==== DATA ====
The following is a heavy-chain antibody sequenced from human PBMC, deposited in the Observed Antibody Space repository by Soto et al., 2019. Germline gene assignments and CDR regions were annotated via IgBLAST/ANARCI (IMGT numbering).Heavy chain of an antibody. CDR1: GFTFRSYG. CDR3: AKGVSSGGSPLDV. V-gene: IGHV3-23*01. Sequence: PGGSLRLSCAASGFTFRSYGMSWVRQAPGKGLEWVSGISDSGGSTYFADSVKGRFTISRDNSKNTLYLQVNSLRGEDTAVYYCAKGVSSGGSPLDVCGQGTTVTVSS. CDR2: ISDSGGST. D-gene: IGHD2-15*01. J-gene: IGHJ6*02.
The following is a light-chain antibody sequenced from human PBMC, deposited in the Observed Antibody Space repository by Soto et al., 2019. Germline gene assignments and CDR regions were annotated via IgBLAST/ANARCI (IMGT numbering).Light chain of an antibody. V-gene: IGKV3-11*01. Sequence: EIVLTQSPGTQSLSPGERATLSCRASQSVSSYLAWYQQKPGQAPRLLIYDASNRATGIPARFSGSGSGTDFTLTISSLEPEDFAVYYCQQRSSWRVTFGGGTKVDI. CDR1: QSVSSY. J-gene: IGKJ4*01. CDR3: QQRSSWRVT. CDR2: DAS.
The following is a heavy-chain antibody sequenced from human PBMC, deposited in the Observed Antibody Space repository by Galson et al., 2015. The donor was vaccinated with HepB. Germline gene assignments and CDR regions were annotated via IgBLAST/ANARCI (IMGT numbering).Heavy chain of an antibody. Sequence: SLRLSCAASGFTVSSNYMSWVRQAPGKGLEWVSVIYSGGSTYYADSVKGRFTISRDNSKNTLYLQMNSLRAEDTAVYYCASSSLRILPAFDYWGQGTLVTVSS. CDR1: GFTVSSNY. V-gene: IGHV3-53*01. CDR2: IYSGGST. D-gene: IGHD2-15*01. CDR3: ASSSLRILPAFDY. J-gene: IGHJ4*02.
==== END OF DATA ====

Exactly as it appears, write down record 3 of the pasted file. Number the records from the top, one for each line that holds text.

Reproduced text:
The following is a heavy-chain antibody sequenced from human PBMC, deposited in the Observed Antibody Space repository by Galson et al., 2015. The donor was vaccinated with HepB. Germline gene assignments and CDR regions were annotated via IgBLAST/ANARCI (IMGT numbering).Heavy chain of an antibody. Sequence: SLRLSCAASGFTVSSNYMSWVRQAPGKGLEWVSVIYSGGSTYYADSVKGRFTISRDNSKNTLYLQMNSLRAEDTAVYYCASSSLRILPAFDYWGQGTLVTVSS. CDR1: GFTVSSNY. V-gene: IGHV3-53*01. CDR2: IYSGGST. D-gene: IGHD2-15*01. CDR3: ASSSLRILPAFDY. J-gene: IGHJ4*02.